Liberman's got problems, but Ayalon's not one

Corruption case against Liberman is all about Ben-Aryeh, despite fuss over former deputy foreign minister.

Lieberman talks to cameras 311 (photo credit: Ariel Jerozolimski )
Lieberman talks to cameras 311
(photo credit: Ariel Jerozolimski )
All of the fuss in Yisrael Beytenu party leader Avigdor Liberman’s trial for fraud and breach of public trust has been about ex-deputy foreign minister Danny Ayalon, who was once Liberman’s lieutenant and has been touted as a star witness in the case.
It is understandable that those who are not legal experts have this misconception.
For one, it makes for fantastic and scintillating drama.
One moment Ayalon was defending Liberman and his record to the hilt, as the two of them jointly ran Israel’s foreign policy and were in the top echelon of the same political party. The next moment, Ayalon – essentially tossed unceremoniously out of public service after a distinguished career when he was dropped, still without any real explanation, from the party’s list – was the star witness against Liberman, in an incredible poetic irony.
The only problem is that so far, nothing Ayalon has said publicly would sink Liberman at trial.
Politically Ayalon has lashed out at him and said he should not be reappointed foreign minister, noting both that Liberman has been called unrepeatable names in foreign capitals all over the world and that he did not have the temperament for foreign minister. Instead, Ayalon suggested that the Finance Ministry may be a better fit for him.
Slightly closer to home, the former deputy foreign minister said that Liberman tried to push for several inappropriate or incompetent political-style appointments. While this may sound incriminating, in the next breath, Ayalon added that the push to appoint former ambassador Ze’ev Ben-Aryeh, for whom the Belarusan Ambassador Affair is named, to be the envoy to Latvia was just fine.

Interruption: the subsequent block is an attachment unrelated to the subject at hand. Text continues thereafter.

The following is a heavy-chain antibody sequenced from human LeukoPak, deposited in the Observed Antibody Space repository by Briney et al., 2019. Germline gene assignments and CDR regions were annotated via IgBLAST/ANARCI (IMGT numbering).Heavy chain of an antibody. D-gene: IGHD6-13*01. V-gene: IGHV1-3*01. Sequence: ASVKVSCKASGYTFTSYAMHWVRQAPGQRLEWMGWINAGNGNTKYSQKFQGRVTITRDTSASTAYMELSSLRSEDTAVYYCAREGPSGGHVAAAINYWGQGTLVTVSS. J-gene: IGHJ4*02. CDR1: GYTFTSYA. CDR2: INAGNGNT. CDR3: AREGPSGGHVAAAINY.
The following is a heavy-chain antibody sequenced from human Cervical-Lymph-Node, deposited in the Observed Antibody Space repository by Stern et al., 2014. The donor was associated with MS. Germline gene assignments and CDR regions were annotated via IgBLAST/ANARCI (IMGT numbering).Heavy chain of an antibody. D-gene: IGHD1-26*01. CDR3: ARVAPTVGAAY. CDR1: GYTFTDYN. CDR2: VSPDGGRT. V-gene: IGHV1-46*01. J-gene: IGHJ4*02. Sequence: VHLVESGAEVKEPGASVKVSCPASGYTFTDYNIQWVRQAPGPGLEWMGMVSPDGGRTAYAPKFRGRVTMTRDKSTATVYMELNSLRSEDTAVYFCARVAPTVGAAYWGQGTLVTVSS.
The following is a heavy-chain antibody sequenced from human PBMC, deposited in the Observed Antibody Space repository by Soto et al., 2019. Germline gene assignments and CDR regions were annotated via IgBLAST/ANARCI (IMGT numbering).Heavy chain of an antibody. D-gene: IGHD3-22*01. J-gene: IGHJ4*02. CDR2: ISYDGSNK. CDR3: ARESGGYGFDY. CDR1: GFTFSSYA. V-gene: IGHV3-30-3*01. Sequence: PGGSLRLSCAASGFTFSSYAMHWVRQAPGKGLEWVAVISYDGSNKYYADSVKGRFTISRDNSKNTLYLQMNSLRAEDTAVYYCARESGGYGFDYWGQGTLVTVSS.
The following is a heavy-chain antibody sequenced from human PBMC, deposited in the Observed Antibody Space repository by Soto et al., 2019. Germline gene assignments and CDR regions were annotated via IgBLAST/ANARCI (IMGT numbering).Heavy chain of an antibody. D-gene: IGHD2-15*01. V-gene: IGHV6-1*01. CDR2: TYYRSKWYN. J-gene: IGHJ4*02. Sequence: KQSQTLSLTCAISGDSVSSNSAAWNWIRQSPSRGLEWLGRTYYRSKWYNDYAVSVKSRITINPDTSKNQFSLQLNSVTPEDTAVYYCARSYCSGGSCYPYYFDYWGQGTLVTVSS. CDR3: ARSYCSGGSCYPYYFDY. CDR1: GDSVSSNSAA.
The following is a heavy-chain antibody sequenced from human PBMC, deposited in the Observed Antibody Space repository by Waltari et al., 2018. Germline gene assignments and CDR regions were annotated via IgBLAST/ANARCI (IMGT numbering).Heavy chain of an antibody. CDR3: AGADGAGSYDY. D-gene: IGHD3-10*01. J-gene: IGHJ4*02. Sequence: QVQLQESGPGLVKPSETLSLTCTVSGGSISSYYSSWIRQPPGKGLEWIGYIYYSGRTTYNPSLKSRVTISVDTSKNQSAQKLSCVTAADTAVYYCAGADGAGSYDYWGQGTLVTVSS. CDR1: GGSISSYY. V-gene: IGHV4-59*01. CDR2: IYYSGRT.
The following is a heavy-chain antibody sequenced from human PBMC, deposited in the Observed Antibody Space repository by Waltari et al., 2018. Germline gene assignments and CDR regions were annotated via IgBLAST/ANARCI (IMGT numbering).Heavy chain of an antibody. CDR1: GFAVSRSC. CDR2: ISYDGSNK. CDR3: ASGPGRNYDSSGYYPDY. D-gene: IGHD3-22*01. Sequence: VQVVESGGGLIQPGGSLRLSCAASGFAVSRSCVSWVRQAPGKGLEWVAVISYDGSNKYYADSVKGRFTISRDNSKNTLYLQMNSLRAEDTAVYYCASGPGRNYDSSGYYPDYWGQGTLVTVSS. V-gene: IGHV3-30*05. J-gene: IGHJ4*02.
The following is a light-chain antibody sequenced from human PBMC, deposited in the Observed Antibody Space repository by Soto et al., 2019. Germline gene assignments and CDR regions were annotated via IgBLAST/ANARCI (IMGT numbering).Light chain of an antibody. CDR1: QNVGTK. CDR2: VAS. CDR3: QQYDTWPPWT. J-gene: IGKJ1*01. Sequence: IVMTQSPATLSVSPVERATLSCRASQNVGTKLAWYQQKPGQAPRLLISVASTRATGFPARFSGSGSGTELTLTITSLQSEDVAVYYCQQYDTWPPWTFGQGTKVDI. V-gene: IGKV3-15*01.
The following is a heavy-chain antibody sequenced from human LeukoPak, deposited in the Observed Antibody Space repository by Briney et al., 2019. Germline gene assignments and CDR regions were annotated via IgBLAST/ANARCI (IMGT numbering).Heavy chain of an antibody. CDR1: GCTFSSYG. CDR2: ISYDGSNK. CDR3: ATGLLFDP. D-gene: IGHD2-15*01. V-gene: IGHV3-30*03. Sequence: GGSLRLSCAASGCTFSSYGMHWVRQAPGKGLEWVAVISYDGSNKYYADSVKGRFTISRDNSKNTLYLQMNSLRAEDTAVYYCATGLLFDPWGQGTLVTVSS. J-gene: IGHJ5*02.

Not only has he said that Liberman did not push for him in any inappropriate fashion, Ayalon declared that Ben- Aryeh was fit for the job. He also stated that in cases of undeserving candidates, Liberman always backed down from the appointments upon receiving Ayalon’s advice.
If one does not view Ayalon as biased – obviously a big if – at most, one could say Liberman was not a good foreign minister, but Ayalon explicitly shoots down any possible legal attack on the appointments process.
Aside from that, Ayalon has no special knowledge of the original event in the case – Ben-Aryeh illegally giving Liberman classified information in the investigation against him for money-laundering.
Unfortunately for Liberman though, when Attorney-General Yehuda Weinstein decided to indict him, it was not based on Ayalon, who at the time had inexplicably not been interrogated yet.
The case against Liberman is about Ben-Aryeh. The former ambassador cut a plea bargain deal with the prosecution and got four months of community service for what could have been a much harsher sentence.
The state does not cut deals out of the goodness of its heart; it cuts deals to nail bigger fish.
Make no mistake, Ben- Aryeh will be Liberman’s main accuser.
In fact, if he strays too far from the story he told the state, it is not inconceivable for his deal to be reopened, although that is exceedingly rare.
Liberman may be able to attack Ben-Aryeh’s credibility, just as former prime minister Ehud Olmert successfully attacked the credibility of star witnesses against him. He may be able to argue that Ben-Aryeh misunderstood Liberman’s mental state or intent upon receiving the information.
There are reportedly other Foreign Ministry employees that will take shots at Liberman and may build the state’s case. Even Ayalon may help the state’s case if it can convince the court to interpret his testimony on Liberman in a negative light.
But to the extent that Liberman needs to worry about this case, Ben-Aryeh is the real star witness from a legal perspective and the fate of the former foreign minister is likely to rise or fall on his word.